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Last week Exchange 2010 went live and I'm noticing in the queue viewer (in the exchange console) that it is coming up with a few emails that are having error 400 4.4.7 message delayed.

The kickback response that our members are getting is:

Delivery is delayed to these recipients or groups:

XXX@aol.com (XXX@aol.com)

Subject: test

This message hasn't been delivered yet. Delivery will continue to be attempted.

The server will keep trying to deliver this message for the next 1 days, 19 hours and 54 minutes. You'll be notified if the message can't be delivered by that time.

This is just one specific example and there are multiple for multiple domains that other email addresses work (for the same domain).

We are about to have our mail filtered through their filter and then come into the server but right now the MX record points directly into our exchange server.

Does anyone have any idea on how to resolve this? Or if moving to the filter (thus changing the address our MX record goes to ) will resolve this?

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5 Answers 5

up vote 4 down vote accepted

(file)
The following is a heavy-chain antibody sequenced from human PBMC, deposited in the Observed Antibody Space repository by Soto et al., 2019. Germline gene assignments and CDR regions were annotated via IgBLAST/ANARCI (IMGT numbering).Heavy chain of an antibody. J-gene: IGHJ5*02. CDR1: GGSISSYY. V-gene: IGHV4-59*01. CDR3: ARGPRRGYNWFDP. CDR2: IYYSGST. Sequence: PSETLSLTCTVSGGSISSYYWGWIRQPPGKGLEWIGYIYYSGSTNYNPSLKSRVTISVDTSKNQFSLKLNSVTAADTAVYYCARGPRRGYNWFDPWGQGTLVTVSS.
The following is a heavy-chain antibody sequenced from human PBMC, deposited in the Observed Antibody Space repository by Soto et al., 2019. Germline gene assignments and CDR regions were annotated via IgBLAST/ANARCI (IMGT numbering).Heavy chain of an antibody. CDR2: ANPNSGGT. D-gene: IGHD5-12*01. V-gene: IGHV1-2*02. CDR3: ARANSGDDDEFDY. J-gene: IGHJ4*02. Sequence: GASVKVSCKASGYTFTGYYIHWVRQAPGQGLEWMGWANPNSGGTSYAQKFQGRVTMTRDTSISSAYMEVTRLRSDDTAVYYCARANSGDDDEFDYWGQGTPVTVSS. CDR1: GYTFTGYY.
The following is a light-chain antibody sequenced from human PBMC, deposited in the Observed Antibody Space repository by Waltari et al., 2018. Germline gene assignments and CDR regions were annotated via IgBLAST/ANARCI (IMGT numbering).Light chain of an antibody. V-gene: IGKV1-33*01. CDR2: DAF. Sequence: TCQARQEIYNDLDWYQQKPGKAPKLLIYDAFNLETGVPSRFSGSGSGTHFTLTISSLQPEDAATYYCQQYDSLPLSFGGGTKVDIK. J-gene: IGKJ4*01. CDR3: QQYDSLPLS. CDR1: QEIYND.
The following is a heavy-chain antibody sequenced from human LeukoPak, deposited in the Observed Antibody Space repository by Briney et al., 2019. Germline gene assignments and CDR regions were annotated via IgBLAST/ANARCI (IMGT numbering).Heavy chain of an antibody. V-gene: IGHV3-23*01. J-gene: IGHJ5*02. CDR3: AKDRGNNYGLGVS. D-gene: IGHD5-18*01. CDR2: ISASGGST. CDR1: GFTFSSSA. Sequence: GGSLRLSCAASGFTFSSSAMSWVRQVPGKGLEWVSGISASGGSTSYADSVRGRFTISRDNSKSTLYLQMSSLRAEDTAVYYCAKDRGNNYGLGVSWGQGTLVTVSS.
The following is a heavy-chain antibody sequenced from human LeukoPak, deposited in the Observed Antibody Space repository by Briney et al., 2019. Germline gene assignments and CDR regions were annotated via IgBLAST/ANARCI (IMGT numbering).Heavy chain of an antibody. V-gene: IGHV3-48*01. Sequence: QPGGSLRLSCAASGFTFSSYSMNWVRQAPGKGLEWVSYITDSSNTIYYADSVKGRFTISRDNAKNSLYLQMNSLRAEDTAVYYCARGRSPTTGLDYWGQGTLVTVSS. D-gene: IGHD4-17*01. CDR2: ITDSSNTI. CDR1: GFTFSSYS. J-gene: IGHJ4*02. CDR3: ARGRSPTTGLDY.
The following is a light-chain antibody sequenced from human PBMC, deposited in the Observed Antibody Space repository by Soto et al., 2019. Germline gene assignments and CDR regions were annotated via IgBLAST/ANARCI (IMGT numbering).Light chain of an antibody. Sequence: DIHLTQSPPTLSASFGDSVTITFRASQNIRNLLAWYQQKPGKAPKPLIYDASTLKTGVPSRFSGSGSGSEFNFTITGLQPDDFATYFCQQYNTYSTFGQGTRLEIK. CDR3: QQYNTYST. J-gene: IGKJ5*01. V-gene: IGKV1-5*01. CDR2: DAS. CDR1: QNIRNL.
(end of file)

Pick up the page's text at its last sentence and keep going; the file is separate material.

There are many possibilities that are involved with this error. Taken from this answer of mine on another question (but slightly modified):

First, try to establish an SMTP session with the remote mail servers using telnet to see if you can gain any more information.

It's also a possibility that some kind of oddball firewall rule has been set in place that drops, alters or otherwise tweaks packets to or from a domain or IP that is associated with the remote server. Unlikely, but I've seen stranger things. Check your gateway firewall as well as the Exchange server's software firewall for any rule that could have something to do with the remote SMTP server. Check for domains, IPs and any range of addresses that could be associated with the remote domain.

Another slim possibility is that the remote domain has DNS zone issues. Maybe their MX records are stale. Perhaps they performed a zone migration but never migrated everything to the new DNS server. Again, crazier things have happened.

Yet another possibility is that the receiving server is performing a reverse DNS lookup on your sending IP and it's not matching up with your MX records. If you MX record points to 192.0.2.1, but it's behind the firewall that is 192.0.2.2 and a virtual IP is set up on the firewall to accept 192.0.2.1, then outbound traffic will be seen as 192.0.2.1, but RDNS will show 192.0.2.2 as the mail server. That discrepancy can cause some receiving servers to reject the message in various ways (although I would hope the recipient email admin wouldn't suppress informative bounce messages, instead opting for generic failure messages).

(As a side note, RDNS checks like the above are foolish since many people have authenticated relays for outbound email and that, by necessity, will not match up to the inbound server. Email admins, don't be lazy!)

Lastly, but certainly not leastly, USE SPF RECORDS! DKIM too. You may find that many of your transient email problems just disappear after properly setting up those two things.